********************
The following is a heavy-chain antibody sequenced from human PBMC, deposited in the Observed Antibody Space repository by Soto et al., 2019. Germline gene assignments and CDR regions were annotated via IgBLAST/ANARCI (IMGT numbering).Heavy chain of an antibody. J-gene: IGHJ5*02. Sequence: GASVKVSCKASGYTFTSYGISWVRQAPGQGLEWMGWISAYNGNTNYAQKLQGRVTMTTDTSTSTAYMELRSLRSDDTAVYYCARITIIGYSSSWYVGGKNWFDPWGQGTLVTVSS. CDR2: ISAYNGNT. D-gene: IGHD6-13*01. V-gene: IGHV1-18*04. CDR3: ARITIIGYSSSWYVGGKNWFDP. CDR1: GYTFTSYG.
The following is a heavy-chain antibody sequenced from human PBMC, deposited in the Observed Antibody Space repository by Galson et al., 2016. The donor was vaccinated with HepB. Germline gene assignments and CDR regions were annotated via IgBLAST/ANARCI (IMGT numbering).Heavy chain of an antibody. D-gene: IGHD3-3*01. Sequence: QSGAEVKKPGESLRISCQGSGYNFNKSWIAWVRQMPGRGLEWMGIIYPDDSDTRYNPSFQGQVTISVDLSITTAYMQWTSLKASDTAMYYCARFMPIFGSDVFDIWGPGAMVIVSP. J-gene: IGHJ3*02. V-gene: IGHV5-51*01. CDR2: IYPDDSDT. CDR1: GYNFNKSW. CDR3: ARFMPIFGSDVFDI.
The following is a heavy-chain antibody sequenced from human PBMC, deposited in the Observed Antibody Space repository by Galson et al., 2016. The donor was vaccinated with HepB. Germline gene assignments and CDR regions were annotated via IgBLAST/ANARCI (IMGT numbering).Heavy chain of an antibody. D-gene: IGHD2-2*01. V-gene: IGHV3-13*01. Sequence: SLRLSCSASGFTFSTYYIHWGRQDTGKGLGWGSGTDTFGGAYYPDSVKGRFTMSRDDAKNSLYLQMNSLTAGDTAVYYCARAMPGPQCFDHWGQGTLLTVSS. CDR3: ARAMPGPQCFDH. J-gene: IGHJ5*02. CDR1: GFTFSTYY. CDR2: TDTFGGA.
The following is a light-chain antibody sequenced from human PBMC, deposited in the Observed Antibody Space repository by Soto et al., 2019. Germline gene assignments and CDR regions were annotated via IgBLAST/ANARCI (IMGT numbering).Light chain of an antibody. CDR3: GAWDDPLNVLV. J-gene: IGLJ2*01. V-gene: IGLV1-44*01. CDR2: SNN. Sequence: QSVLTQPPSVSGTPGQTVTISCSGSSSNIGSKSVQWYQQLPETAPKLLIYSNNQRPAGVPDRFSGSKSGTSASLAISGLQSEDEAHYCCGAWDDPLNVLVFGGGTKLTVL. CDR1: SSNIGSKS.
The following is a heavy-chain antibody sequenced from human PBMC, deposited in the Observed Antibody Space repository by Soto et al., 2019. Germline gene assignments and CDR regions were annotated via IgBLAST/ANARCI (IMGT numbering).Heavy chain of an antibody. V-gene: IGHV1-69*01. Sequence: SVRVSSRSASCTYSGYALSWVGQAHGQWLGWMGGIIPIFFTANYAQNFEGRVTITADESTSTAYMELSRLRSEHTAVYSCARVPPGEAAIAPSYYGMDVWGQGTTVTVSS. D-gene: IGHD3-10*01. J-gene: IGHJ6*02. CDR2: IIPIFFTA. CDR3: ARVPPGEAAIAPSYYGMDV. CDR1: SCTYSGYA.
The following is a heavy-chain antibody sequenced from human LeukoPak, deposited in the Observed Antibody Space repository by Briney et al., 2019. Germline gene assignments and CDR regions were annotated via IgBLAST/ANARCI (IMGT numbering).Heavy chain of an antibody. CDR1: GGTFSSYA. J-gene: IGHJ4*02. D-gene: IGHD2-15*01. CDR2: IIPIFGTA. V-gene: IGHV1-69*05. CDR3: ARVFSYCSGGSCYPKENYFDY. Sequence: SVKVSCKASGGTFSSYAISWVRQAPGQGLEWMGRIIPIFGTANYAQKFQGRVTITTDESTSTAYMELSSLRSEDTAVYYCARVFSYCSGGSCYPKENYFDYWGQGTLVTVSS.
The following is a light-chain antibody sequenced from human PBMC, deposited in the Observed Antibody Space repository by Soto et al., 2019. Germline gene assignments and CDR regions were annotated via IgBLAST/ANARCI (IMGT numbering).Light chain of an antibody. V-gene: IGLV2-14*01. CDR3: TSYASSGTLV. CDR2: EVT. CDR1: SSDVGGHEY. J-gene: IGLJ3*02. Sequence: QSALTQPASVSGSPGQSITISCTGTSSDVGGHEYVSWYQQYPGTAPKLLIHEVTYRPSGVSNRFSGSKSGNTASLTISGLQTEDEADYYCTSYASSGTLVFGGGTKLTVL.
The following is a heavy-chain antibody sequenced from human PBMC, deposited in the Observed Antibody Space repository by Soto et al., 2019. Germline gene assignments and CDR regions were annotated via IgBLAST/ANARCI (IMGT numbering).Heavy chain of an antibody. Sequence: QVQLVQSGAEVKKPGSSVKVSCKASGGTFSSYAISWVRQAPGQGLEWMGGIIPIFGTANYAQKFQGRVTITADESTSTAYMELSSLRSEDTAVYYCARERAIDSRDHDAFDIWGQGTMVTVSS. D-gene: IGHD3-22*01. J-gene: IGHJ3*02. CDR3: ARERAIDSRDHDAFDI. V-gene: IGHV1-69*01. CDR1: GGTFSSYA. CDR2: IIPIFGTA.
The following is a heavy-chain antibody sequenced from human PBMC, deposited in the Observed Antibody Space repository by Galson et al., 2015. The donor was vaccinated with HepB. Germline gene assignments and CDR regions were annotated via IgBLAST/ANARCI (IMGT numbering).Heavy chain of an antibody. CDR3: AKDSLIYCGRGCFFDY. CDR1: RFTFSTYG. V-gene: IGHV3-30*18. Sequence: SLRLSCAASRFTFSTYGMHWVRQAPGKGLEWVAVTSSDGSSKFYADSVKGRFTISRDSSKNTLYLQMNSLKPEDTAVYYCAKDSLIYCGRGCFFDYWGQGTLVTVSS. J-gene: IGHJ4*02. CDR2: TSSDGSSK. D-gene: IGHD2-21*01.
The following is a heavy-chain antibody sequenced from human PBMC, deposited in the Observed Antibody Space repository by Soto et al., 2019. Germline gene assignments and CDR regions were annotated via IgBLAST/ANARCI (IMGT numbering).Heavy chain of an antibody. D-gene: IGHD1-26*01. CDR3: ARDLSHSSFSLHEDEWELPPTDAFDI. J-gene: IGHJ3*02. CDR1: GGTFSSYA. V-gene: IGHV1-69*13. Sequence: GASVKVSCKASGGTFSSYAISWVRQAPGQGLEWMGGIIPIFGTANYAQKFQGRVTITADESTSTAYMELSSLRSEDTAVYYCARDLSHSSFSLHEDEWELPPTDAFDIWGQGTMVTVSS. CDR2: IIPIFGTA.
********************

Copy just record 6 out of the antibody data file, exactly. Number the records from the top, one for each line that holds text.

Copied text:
The following is a heavy-chain antibody sequenced from human LeukoPak, deposited in the Observed Antibody Space repository by Briney et al., 2019. Germline gene assignments and CDR regions were annotated via IgBLAST/ANARCI (IMGT numbering).Heavy chain of an antibody. CDR1: GGTFSSYA. J-gene: IGHJ4*02. D-gene: IGHD2-15*01. CDR2: IIPIFGTA. V-gene: IGHV1-69*05. CDR3: ARVFSYCSGGSCYPKENYFDY. Sequence: SVKVSCKASGGTFSSYAISWVRQAPGQGLEWMGRIIPIFGTANYAQKFQGRVTITTDESTSTAYMELSSLRSEDTAVYYCARVFSYCSGGSCYPKENYFDYWGQGTLVTVSS.